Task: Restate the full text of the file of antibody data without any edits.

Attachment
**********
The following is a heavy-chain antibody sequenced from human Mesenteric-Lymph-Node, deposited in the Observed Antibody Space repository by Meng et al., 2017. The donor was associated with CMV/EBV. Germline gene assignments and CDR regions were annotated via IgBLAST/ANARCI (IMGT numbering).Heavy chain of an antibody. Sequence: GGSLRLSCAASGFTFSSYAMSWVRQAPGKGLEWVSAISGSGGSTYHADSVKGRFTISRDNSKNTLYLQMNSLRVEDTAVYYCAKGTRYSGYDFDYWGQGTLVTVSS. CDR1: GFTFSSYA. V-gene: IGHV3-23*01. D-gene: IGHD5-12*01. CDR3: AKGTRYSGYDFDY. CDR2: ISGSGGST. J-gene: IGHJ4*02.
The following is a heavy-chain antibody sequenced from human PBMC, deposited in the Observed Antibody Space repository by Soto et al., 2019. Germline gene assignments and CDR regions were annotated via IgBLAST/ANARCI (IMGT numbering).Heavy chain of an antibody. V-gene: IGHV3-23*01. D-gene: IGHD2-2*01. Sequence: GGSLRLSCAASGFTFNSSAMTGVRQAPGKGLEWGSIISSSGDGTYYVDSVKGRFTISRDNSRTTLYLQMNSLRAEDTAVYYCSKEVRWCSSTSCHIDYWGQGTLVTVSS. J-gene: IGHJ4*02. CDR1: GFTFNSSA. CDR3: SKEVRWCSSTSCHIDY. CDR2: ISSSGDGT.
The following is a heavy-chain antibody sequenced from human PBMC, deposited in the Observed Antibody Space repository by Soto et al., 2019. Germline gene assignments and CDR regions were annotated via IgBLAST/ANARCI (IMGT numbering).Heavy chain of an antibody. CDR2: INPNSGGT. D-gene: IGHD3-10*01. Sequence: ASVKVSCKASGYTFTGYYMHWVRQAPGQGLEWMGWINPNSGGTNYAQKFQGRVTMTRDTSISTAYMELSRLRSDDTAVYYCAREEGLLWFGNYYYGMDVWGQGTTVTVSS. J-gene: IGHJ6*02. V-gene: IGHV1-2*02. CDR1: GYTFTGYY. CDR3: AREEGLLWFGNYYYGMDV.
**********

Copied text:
The following is a heavy-chain antibody sequenced from human Mesenteric-Lymph-Node, deposited in the Observed Antibody Space repository by Meng et al., 2017. The donor was associated with CMV/EBV. Germline gene assignments and CDR regions were annotated via IgBLAST/ANARCI (IMGT numbering).Heavy chain of an antibody. Sequence: GGSLRLSCAASGFTFSSYAMSWVRQAPGKGLEWVSAISGSGGSTYHADSVKGRFTISRDNSKNTLYLQMNSLRVEDTAVYYCAKGTRYSGYDFDYWGQGTLVTVSS. CDR1: GFTFSSYA. V-gene: IGHV3-23*01. D-gene: IGHD5-12*01. CDR3: AKGTRYSGYDFDY. CDR2: ISGSGGST. J-gene: IGHJ4*02.
The following is a heavy-chain antibody sequenced from human PBMC, deposited in the Observed Antibody Space repository by Soto et al., 2019. Germline gene assignments and CDR regions were annotated via IgBLAST/ANARCI (IMGT numbering).Heavy chain of an antibody. V-gene: IGHV3-23*01. D-gene: IGHD2-2*01. Sequence: GGSLRLSCAASGFTFNSSAMTGVRQAPGKGLEWGSIISSSGDGTYYVDSVKGRFTISRDNSRTTLYLQMNSLRAEDTAVYYCSKEVRWCSSTSCHIDYWGQGTLVTVSS. J-gene: IGHJ4*02. CDR1: GFTFNSSA. CDR3: SKEVRWCSSTSCHIDY. CDR2: ISSSGDGT.
The following is a heavy-chain antibody sequenced from human PBMC, deposited in the Observed Antibody Space repository by Soto et al., 2019. Germline gene assignments and CDR regions were annotated via IgBLAST/ANARCI (IMGT numbering).Heavy chain of an antibody. CDR2: INPNSGGT. D-gene: IGHD3-10*01. Sequence: ASVKVSCKASGYTFTGYYMHWVRQAPGQGLEWMGWINPNSGGTNYAQKFQGRVTMTRDTSISTAYMELSRLRSDDTAVYYCAREEGLLWFGNYYYGMDVWGQGTTVTVSS. J-gene: IGHJ6*02. V-gene: IGHV1-2*02. CDR1: GYTFTGYY. CDR3: AREEGLLWFGNYYYGMDV.